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pa4080
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I assume the root account is not enabled (as it is by default), so only sudo -i is applicable for a user to become root. My suggestion is the following script that uses the commands who -u and pgrep -at <tty parsed from who -u> (the rest of it is formatting of the output) to find which user on which tty is executed the command sudo -i.

#!/bin/bash
LANG=C
main(){
        who -u | while IFS= read -r line; do
                USR="$(echo $line | awk '{print $1}')"
                TTY="$(echo $line | awk '{print $2}')"
                PID="$(echo $line | awk '{print $6}')"
                TIME="$(echo $line | awk '{print $4}')"
                IS_ROOT="$(pgrep -at $TTY | grep 'sudo -i')"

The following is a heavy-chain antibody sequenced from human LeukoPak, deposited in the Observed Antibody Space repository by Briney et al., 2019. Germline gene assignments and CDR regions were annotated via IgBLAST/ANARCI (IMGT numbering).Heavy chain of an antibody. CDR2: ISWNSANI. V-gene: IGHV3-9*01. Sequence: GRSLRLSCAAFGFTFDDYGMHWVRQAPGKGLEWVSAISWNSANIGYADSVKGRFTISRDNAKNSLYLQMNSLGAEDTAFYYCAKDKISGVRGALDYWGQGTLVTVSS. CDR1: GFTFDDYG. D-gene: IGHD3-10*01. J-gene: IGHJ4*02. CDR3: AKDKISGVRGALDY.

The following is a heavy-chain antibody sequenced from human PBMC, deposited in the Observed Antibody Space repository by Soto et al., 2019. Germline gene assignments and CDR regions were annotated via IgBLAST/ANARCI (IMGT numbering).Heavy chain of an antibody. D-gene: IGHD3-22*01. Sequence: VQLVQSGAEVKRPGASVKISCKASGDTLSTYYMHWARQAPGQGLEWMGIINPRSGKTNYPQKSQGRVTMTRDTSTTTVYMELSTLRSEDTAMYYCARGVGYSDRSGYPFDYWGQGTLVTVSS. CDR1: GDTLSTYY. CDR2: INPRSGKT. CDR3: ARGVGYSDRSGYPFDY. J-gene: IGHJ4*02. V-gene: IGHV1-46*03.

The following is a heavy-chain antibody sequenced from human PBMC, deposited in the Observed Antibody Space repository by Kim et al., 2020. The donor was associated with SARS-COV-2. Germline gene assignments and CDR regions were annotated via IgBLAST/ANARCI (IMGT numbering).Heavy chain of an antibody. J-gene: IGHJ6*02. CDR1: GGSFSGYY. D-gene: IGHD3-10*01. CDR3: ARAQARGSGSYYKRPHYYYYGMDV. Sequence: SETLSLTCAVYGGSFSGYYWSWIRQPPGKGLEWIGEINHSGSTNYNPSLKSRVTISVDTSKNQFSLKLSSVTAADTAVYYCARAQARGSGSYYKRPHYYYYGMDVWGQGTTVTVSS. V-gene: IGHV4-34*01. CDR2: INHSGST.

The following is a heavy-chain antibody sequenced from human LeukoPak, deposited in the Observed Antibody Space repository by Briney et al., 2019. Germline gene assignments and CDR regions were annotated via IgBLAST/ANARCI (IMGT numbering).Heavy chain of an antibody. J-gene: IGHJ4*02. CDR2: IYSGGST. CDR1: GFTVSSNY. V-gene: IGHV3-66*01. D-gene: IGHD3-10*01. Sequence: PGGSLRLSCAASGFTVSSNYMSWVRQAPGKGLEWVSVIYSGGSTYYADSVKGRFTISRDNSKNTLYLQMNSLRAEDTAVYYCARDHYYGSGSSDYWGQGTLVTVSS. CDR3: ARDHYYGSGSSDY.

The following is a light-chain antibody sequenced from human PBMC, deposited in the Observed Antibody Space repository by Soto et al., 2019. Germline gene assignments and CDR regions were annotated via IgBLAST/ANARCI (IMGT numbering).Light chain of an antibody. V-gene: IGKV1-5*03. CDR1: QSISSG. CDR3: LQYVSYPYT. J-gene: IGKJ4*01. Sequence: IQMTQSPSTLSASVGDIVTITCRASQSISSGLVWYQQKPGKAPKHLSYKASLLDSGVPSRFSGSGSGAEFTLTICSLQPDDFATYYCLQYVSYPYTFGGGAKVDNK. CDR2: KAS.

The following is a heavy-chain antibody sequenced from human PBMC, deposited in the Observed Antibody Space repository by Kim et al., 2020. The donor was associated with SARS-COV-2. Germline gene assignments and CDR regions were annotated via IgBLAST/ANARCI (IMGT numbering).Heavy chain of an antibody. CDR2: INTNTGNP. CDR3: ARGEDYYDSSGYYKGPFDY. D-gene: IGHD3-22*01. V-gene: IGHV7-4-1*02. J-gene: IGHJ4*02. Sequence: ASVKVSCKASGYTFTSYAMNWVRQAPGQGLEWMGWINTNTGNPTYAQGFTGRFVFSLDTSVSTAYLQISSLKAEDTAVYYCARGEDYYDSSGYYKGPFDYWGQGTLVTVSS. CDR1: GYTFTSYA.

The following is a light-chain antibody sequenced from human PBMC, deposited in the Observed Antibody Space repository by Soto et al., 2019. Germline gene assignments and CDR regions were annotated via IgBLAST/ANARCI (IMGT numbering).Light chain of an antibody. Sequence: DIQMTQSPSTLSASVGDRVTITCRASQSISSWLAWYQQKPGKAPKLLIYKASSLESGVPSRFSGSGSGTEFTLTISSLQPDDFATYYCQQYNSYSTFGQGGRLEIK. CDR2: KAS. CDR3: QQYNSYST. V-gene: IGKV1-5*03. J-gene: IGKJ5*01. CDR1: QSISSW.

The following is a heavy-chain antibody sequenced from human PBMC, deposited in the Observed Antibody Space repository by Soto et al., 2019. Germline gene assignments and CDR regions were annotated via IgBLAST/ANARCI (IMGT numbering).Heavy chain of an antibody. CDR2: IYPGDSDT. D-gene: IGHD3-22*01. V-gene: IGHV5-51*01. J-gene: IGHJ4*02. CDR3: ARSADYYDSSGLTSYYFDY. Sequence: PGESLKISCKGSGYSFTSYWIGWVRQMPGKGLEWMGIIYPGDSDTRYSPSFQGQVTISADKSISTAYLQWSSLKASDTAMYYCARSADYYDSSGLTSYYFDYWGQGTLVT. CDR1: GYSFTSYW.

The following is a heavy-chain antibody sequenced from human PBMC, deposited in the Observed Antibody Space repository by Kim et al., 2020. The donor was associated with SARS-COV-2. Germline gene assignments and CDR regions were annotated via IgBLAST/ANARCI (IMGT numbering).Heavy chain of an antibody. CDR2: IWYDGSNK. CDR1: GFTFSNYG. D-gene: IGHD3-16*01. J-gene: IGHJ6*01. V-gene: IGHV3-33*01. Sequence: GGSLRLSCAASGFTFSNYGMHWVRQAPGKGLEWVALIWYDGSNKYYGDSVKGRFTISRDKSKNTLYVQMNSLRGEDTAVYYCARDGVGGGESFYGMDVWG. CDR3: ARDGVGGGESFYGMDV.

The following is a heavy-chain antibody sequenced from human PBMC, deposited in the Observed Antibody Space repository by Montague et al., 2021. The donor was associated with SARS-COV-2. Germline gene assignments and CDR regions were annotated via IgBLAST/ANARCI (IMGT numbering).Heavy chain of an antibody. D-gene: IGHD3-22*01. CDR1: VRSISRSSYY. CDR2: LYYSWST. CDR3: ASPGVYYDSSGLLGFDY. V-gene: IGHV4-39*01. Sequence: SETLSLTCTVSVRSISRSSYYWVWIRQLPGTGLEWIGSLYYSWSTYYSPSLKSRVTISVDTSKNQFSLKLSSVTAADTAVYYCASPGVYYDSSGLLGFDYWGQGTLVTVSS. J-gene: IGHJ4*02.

[[ ! -z "${IS_ROOT}" ]] && printf '%-7s ( PID %-6s at %s on TTY %-7s) is ROOT: %s %s\n' "$USR" "$PID" "$TIME" "$TTY" "$IS_ROOT"
        done
}
# Run the main function of the script, clear and sort the output
main | sed '/grep sudo -i/d' | sort -k13 -k6

Call the script find-root, make it executable (chmod +x find-root) and execute it.

Here is a simple output:

$ ./find-root
spas    ( PID 14035  at 12:54 on TTY pts/20 ) is ROOT: 23518 sudo -i
spas    ( PID 14035  at 12:36 on TTY pts/4  ) is ROOT: 23589 sudo -i
guest   ( PID 23575  at 15:00 on TTY pts/4  ) is ROOT: 23589 sudo -i
guest   ( PID 24321  at 15:30 on TTY tty1   ) is ROOT: 24386 sudo -i

Here is a demonstration (within a mutt session) how the script works:

enter image description here

See also:

pa4080
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